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Homework Help: Gravitation vertical mine shaft question

  1. Jul 13, 2008 #1
    1. The problem statement, all variables and given/known data
    Show that, at the bottom of a vertical mine shaft dug to depth D, the measured value of [tex]g[/tex] will be

    [tex]g = g_{s}\left(1-\frac{D}{R}\right)[/tex]


    [tex]g_{s}[/tex] being the surface value. Assume that the Earth is a uniform sphere of radius [tex]R[/tex].

    2. Relevant equations

    [tex]F = \frac{GMm}{r^{2}}[/tex]

    [tex]V_{S} = \frac{4}{3}\pi r^{3}[/tex]

    3. The attempt at a solution

    I thought you could just plug in [tex](R-D)[/tex] in the force equation but when I looked at the solution they did something with a ratio of masses that looked like this:

    [tex]\frac{M(r)}{\frac{4}{3}\pi r^{3}} = \frac{M}{\frac{4}{3}\pi R^{3}}[/tex]

    where [tex]M[/tex] is the total mass.

    Then the solution went on to this:

    [tex]F = \frac{GM_{E}m}{r^{2}}\left(\frac{\frac{4}{3}\pi r^{3}}{\frac{4}{3}\pi R^{3}}\right)[/tex]

    I don't really understand these last two steps. Can someone please explain what is happening here, and why are they doing a ratio of masses (related by density) and then multiplying by this ratio?
     
  2. jcsd
  3. Jul 13, 2008 #2
    Right, they are figuring out what part of the earth contributes to the gravity because as you can imagine, if you are a distance D in a mine shaft, the mass of the ground above you is not going to attract you towards the center of the earth while the ground below you will. So they used a volume ratio to represent the mass of the earth still "below" you aka between you and the center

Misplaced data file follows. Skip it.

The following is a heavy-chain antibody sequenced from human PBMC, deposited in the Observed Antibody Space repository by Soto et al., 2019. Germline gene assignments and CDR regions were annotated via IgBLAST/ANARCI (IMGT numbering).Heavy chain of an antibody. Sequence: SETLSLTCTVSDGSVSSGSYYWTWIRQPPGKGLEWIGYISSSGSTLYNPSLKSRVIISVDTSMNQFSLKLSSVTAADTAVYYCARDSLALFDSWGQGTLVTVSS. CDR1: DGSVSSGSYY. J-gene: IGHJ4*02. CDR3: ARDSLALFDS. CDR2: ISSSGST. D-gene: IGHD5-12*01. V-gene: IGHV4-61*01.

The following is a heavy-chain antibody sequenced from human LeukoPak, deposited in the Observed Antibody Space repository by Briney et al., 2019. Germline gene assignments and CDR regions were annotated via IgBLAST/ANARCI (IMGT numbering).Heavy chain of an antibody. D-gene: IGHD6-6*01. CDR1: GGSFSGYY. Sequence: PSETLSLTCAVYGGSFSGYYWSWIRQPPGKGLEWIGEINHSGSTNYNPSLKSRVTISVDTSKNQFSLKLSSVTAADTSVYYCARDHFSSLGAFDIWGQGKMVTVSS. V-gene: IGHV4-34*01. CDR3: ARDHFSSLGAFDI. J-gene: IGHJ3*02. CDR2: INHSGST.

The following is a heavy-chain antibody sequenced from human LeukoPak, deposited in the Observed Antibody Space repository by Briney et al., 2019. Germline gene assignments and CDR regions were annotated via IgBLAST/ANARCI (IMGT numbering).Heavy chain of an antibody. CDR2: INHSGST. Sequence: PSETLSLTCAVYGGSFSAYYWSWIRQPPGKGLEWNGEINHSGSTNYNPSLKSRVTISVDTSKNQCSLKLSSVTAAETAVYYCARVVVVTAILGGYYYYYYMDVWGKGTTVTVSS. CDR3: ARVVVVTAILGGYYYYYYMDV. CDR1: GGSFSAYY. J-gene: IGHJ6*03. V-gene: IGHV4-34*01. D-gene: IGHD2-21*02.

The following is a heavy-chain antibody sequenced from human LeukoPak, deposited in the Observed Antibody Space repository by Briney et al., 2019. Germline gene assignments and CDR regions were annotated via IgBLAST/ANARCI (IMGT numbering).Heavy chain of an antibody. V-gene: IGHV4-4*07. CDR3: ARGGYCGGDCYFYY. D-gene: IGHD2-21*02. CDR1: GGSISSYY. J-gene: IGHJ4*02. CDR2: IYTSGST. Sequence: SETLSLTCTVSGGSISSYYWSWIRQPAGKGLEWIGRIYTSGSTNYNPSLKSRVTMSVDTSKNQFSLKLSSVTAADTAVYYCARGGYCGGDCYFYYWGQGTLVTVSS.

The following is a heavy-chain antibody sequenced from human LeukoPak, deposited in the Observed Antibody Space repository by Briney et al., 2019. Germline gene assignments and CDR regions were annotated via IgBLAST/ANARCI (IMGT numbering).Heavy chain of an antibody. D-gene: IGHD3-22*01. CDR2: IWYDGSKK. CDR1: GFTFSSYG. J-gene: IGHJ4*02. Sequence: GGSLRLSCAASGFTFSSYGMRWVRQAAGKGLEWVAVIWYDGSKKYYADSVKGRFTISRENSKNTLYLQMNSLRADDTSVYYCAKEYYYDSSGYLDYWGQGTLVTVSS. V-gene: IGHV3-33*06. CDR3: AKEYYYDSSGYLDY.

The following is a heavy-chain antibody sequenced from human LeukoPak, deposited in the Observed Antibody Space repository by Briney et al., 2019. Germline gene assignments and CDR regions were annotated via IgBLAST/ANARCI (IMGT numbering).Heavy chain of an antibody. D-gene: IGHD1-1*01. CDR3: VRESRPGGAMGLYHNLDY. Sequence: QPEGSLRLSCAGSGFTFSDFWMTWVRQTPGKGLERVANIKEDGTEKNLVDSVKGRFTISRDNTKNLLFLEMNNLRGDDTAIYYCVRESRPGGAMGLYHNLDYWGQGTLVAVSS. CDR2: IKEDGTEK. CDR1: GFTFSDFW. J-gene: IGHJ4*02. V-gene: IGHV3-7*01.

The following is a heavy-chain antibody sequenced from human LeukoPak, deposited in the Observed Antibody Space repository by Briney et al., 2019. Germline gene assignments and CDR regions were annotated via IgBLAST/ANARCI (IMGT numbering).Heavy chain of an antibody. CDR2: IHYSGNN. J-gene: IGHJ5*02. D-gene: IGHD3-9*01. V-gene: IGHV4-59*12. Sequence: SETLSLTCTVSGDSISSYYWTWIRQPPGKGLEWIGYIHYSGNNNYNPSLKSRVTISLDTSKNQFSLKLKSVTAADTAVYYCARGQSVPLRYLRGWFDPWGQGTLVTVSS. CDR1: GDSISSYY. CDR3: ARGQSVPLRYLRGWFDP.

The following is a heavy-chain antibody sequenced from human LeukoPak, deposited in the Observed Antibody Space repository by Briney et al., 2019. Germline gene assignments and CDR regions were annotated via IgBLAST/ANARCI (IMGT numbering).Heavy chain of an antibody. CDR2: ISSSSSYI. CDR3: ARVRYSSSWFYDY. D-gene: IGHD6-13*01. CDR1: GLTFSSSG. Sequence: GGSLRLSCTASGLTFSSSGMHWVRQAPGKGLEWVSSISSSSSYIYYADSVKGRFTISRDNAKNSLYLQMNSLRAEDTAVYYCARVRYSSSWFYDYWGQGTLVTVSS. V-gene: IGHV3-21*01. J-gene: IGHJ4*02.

4. Jul 13, 2008 #3

    dynamicsolo

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    Homework Helper

    Unfortunately, it's not quite that simple, since that equation expresses the force outside a sphere of mass M and radius R.

    What the solution is doing, which crytoguy is saying in another way, is to compare the gravitational acceleration, g_s, at the Earth's surface, to a faked-up planet which has the same average density of Earth, but is smaller in radius by an amount D.

    The value for Earth's surface gravity is [tex]g_s = \frac{GM}{R^2} [/tex]; you can use a similar equation for the alternative planet's surface gravity, [tex]g = \frac{GM(r)}{(R-D)^2} [/tex], with r = R - D (I am referring to the solution's manual's notation in part of this).

    Putting these pieces together will lead to the desired equation.
     
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